How to mock 20km of 22 AWG twisted pair?

Discussion in 'Wireless & RF Design' started by evbro, Oct 6, 2014.

  1. evbro

    Thread Starter New Member

    Oct 6, 2014
    Hey everybody - So let me explain... (skip to the last 3 sentences for the question)

    I am designing on a SCADA system for a rural township water authority. There is a fresh water intake structure located down the road from the main plant, where the water from a creek is filtered and pumped to a 3m gallon tank for the town to drink etc. At the intake structure there will be a small PLC that will control the opening and closing of a motorized sluice gate based on the turbidity of the water from the creek. For example, if a bank falls into the creek and the water gets muddy, the PLC will read a high turbidity level and open the gate, which will reject the muddy water back in to the creek. When the water clears up the turbidity will drop and the gate will close, allowing the water back into the system for filtering and distribution. (If a gasoline tanker crashes in to the creek... let's not talk about that:eek:)

    The small rural telco will install a line to the remote site (intake structure) for a nominal fee. The length of the telephone line from the plant to the remote site is about 3000 m. Usually in these cases I would specify a 900 MHz ethernet radio to connect the remote PLC with the main system for purposes of monitoring and remote control, but there is a mountain blocking the radio path. The integrator (the contractor that will be building and programming the control system) wants to use 56k dial up modems at the remote site and at the main plant to communicate to the remote PLC (Allen Bradley Radkits). This will require the authority to pay for two phone lines, and just be lame. I have found an ethernet extender (Phoenix Contact 2313643) that will (supposedly) extend the network up to 20 km over a pair of 22 AWG. Its basically a private DSL network. This will work too since the telco is willing to lease the authority a "dry pair".

    The kicker is my boss (and the integrator) doesn't like to try new things and doesn't believe me. (And going through the cloud is a no no in this case.)

    Sooo... just for fun, I have two of the phoenix contact modems in my office, connected with paper clips, the LAN on one side and my PC on the other. It works great, I'm not experiencing any delays, downloading 5Mps. But I want to mock 20 km of 22 AWG by putting 1.1 k ohms of resistance in the lines. Will this adequately mimic 20 km of 22 (assuming 16.46 ohms/1000 feet, (20km = 65,167 t))? or do I need to also have some reactance on the lines too, to make a short length of wire "act" like 20km?
  2. Papabravo


    Feb 24, 2006
    Resistance is not the only thing you need to model. You need to be concerned about delay, signal distortion, and reflection. There is no good way to model 20 km of wire that I know of except 20 km of wire. I don't think 5 Mbps is reasonable under those conditions, but 56K with a V.35 differential transceiver might be. I would ask the telco for the use of the "dry pair" for a short time so you could do some BER and signal integrity testing.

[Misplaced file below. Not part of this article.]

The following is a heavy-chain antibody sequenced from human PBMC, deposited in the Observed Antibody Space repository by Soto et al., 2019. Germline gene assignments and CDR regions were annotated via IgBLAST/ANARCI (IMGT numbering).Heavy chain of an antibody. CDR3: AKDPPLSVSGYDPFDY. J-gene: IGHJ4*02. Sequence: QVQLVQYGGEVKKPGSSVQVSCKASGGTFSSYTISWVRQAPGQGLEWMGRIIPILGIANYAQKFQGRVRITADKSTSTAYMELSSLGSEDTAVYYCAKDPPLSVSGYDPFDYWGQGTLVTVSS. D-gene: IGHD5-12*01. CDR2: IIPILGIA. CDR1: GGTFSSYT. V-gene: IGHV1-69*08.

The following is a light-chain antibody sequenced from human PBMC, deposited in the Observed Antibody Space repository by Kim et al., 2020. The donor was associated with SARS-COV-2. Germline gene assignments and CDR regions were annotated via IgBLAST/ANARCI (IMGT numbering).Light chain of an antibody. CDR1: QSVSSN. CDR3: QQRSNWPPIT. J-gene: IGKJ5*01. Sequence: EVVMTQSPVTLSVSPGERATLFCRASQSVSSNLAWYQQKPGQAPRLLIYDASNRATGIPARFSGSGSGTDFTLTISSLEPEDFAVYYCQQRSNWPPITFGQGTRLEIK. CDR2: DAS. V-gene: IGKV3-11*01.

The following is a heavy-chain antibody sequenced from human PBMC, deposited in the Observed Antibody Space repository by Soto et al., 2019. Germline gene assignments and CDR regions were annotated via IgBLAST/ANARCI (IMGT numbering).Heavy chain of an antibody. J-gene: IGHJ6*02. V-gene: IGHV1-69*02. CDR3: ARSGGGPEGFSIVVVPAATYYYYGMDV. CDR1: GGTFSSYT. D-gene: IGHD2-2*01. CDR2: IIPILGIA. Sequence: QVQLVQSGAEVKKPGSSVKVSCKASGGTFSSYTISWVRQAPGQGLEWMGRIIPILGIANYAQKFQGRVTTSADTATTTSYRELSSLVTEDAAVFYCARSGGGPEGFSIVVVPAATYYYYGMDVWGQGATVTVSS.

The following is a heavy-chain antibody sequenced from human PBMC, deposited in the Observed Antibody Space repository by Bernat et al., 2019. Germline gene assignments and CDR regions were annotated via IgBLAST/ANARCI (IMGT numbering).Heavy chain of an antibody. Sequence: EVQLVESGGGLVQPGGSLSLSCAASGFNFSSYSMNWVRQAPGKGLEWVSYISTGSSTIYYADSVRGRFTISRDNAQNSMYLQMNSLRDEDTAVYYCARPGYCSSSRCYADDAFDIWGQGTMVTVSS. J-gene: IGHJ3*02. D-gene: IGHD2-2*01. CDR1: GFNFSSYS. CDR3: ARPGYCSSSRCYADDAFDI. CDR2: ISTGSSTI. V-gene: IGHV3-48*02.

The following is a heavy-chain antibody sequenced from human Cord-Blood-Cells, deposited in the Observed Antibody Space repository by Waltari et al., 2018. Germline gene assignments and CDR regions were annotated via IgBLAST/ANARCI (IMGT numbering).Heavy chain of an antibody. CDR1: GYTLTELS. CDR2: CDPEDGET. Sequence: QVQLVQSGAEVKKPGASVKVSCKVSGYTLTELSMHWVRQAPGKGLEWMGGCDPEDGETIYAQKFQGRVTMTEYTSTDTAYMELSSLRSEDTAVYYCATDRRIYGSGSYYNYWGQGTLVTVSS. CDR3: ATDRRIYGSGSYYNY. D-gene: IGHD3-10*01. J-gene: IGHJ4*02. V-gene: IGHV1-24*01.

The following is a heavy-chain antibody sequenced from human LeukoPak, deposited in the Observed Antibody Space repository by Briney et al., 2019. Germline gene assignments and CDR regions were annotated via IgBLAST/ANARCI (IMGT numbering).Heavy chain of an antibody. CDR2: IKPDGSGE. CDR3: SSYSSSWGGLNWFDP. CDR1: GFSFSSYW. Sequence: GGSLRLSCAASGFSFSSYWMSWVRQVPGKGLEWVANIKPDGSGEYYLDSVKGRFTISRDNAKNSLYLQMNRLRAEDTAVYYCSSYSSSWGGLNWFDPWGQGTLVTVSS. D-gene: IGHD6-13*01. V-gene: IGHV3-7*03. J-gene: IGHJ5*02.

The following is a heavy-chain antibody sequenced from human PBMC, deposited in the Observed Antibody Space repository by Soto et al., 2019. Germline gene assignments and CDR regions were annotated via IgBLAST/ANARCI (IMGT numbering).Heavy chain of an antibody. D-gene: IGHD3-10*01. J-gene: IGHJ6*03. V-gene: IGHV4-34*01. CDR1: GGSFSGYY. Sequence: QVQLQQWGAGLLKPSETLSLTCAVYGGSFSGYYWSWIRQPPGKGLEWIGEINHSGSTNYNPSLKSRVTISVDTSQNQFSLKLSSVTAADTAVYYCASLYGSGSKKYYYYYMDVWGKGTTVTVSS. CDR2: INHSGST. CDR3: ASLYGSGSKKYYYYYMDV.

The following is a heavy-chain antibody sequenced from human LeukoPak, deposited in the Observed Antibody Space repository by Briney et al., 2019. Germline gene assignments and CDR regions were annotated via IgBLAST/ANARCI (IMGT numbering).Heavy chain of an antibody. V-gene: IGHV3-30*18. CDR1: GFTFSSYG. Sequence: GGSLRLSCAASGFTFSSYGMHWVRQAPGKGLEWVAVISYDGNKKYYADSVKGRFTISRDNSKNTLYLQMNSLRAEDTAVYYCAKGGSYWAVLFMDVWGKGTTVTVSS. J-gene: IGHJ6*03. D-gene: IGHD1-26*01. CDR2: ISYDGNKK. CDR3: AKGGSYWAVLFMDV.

absf likes this.
  3. BR-549

    Distinguished Member

    Sep 22, 2013
    evbro, I don't think its a case of your boss not believing you. His decision is proper, fit, and with good engineering practice. You are not paying for it. You should back him on it.
    Your boss has a boss........the utility. The utility requires standard, well known systems that THEY want and understand.
    Your proposed link is valid also.
    However.....with any remote and control system....we need at least two dissimilar links, for redundancy.
    Especially with utilities.
    You should lobby for that rf link.

    A few suggestions.
    Install rf link.
    Install creek level indicator on remote plc.
    Install solar panel and battery for remote plc, control circuits, and radio. If the power goes out or if phone line can still monitor creek level and gate position.

    I have installed dozens of remote solar sites with a phone line, line of site radio and a satellite link.

    With packet radio........the receiver can put plc data on a web page for monitoring and control.
  4. alfacliff

    Well-Known Member

    Dec 13, 2013
    the specs for the wire should contain what you need. it should say the capacitance per meter, the resistance per meter, and other info to wourk out the model for the wire.
  5. KL7AJ

    AAC Fanatic!

    Nov 4, 2008

    Here ya go; no need to reinvent the wheel!
    absf likes this.
  6. Papabravo


    Feb 24, 2006
    When we were doing network development we actually went and bought a couple of 1000' spools of network cable. It was 5 conductor, with a data pair, a power pair, and a shield. We learned what we needed to from this and we never even took the cable off the wooden spools during the investigation. When we were done we sold it to the initial customers in any custom length they wanted until it was gone.